Blinken speaks with Associated Press CEO after Israeli airstrike destroys Gaza office

Secretary of State Antony Blinken spoke with Associated Press CEO Gary Pruitt on Saturday after an Israeli airstrike destroyed the outlet's local media office in the Gaza Strip, which also housed the Al Jazeera office.Why it matters: "The world will know less about what is happening in Gaza because of what transpired today" Pruitt said in a statement — as fighting between Israel and Hamas continues to bring more casualties. Get market news worthy of your time with Axios Markets. Subscribe for free.Driving the news: Blinken "offered his unwavering support for independent journalists and media organizations around the world and noted the indispensability of their reporting in conflict zones," according to State Department spokesperson Ned Price."He expressed relief that the Associated Press team on the ground in Gaza remains safe."What they're saying: "We are shocked and horrified that the Israeli military would target and destroy the building housing AP’s bureau and other news organizations in Gaza," Pruitt said in a statement. "They have long known the location of our bureau and knew journalists were there. We received a warning that the building would be hit." Go deeper: "Horrified": AP, Al Jazeera condemn Israel's bombing of their offices in GazaUN: 10,000 Palestinians displaced in Gaza as Israel-Hamas fighting escalatesMore from Axios: Sign up to get the latest market trends with Axios Markets. Subscribe for free

Al Jazeera accuses Israel of war crime after tower housing its Gaza offices destroyed

An Israeli airstrike destroyed the Al Jalaa Tower, a high-rise in Gaza that housed the offices of multiple media outlets in the region, including Al Jazeera and The Associated Press, as the conflict between Israel and Hamas continued Saturday. The Israeli military warned people to evacuate the building, and there do not appear to be any reports of casualties; AP has said its staffers are safe. BREAKING: An Israeli airstrike levelled the Jala Tower in the Gaza Strip, a 13-floor building housing Qatari television station Al-Jazeera and the American news agency Associated Press. — euronews (@euronews) May 15, 2021 AP reported that there was no immediate explanation for why the building was targeted, but Israel has since said it contained "military assets belonging to the intelligence offices of the Hamas terror organization." Gary Pruitt, AP's president and CEO, said the organization is "shocked and horrified" by the strike. "We narrowly avoided a terrible loss of life," he said, adding that "the world will know less about what is happening in Gaza because of what happened today." Al Jazeera responded to the incident, as well, calling for international condemnation of Israel's actions, which the publication called a "blatant violation of human rights" and a "war crime," although American attorney Mark Zaid said that accusation could be complicated if it turns out Hamas was using the media as a "shield" for what would otherwise be a "legitimate target." "The destruction of Al Jazeera offices and that of other media organizations in Al Jalaa tower in Gaza is a blatant violation of human rights and is internationally considered a war crime." — Kamahl Santamaria (@KamahlAJE) May 15, 2021 More stories from theweek.com7 scathingly funny cartoons about Liz Cheney's ousterThere's growing speculation that Meghan Markle and Prince Harry will name their daughter 'Philippa'The Wuhan lab-leak hypothesis deserves relentless investigating

Israeli Airstrike Destroys AP, Al Jazeera Offices on Live TV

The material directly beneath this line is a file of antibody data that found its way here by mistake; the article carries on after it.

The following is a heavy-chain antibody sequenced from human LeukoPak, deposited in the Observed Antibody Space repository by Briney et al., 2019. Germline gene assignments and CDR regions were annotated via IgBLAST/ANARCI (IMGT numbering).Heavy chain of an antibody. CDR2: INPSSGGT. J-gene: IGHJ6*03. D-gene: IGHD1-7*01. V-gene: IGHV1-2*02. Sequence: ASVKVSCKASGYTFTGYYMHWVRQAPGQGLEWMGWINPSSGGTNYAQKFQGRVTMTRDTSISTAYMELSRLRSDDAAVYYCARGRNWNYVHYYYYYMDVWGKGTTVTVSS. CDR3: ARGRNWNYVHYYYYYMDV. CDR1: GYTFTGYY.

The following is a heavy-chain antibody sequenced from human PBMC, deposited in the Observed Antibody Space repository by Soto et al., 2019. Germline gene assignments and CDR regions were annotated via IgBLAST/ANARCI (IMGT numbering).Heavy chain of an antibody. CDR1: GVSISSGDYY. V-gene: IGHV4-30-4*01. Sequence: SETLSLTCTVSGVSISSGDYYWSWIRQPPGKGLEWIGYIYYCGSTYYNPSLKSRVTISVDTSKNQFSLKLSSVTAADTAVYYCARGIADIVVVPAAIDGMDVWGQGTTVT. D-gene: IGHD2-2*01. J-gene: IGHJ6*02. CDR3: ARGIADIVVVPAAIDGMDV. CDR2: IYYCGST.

Twitter/Al JazeeraAn Israeli airstrike on Saturday demolished a Gaza City high-rise building that housed journalists from the Associated Press, Al Jazeera and other news outlets.About an hour before, a resident of the 12-story building received a call, purportedly from the Israeli military, warning of an impending attack but giving no explanation for why the building was being targeted. Journalists described a mad scramble to collect equipment and evacuate the building. Several networks, including Al Jazeera, then showed the building collapsing on live TV.“I have been working here for 11 years. I have been covering many events from this building,” Al Jazeera reporter Safwat al-Kahlout said in an interview with his own outlet. “Now everything, in two seconds, just vanished.”⭕ LIVE footage of the moment an Israeli air raid bombed the offices of Al Jazeera and The Associated Press in Gaza City ⬇️🔴 LIVE updates:— Al Jazeera English (@AJEnglish) May 15, 2021 It’s not clear if anyone was still in the building when it was razed. AP said a dozen journalists and freelancers were inside but all managed to escape.After receiving the warning, Al-Kahlout said he and his colleagues “started to collect as much as they could, from the personal and equipment of the office, especially the cameras.”One of Associated Press’ Gaza correspondents, Fares Akram, tweeted that he had been watching from afar and hoping the army would not go through with its threat.“And now bombs could fall on our office,” he wrote. “We ran down the stairs from the 11th floor and now looking at the building from afar, praying Israeli army would eventually retract.”The Israeli Air Force later claimed, without evidence, that the building “contained military assets belonging to the intelligence offices of the Hamas terror organization.” But Al Jazeera bluntly tweeted: “Targeting journalists is a war crime.”“The building contained civilian media offices, which the Hamas terror organization hides behind and uses as human shields,” the Israeli Air Force said. “The Hamas terror organization deliberately places military targets at the heart of densely populated civilian areas in the Gaza Strip.”Endless Airstrikes Push Gaza Hospitals Hammered by COVID to the BrinkGary Pruitt, AP’s president and CEO, said the company was “shocked and horrified” by the attack. “The Israeli military... have long known the location of our bureau and knew journalists were there,” he said in a statement.“We narrowly avoided a terrible loss of life,” his statement said. “The world will know less about what is happening in Gaza because of what happened today.”Earlier on Saturday, another Israeli airstrike flattened a three-story home in a Gaza City refugee camp, killing eight children and two mothers, and leaving a 5-month-old baby as the family’s sole survivor.In response, Hamas fired rockets into Israel to avenge what it called a “massacre”—the deadliest of Israel’s attacks since the conflict erupted six days ago at a Jerusalem holy site revered by both Palestinians and Jews.The attack came as victims gathered to celebrate Eid al-Fitr, witnesses told reporters.“There was no warning,” Jamal Al-Naji, who lived in the destroyed building, told the Associated Press.Directing his comments toward Israel, he added: “You filmed people eating and then you bombed them? Why are you confronting us? Go and confront the strong people!”How Bibi Empowered the Supremacist Movement Fueling This ConflictThe dead were identified by Haaretz as Maha al-Hadidi, 36, and four of her children: Suhaib, 14; 'Abd a-Rahman, 8; Osama, 6, and Yahya, 11. Her infant, Omar, was reportedly found alive in the rubble, shielded by his mother’s body. Also killed were Jasmine Hassan, 31, and her three children: Yosef, 11; Bilal, 10, and Ala, 5. On Saturday, the Palestinian health ministry, which is run by Hamas, said 139 Palestinians—including 39 children and 22 women—have been killed since Monday. Israel has reported eight deaths.The stage was set for even more violence on Saturday, which is known as Nakba Day, when Palestinians remember the expulsion of 700,000 during the 1948 war.Read more at The Daily Beast.Get our top stories in your inbox every day. Sign up now!Daily Beast Membership: Beast Inside goes deeper on the stories that matter to you. Learn more.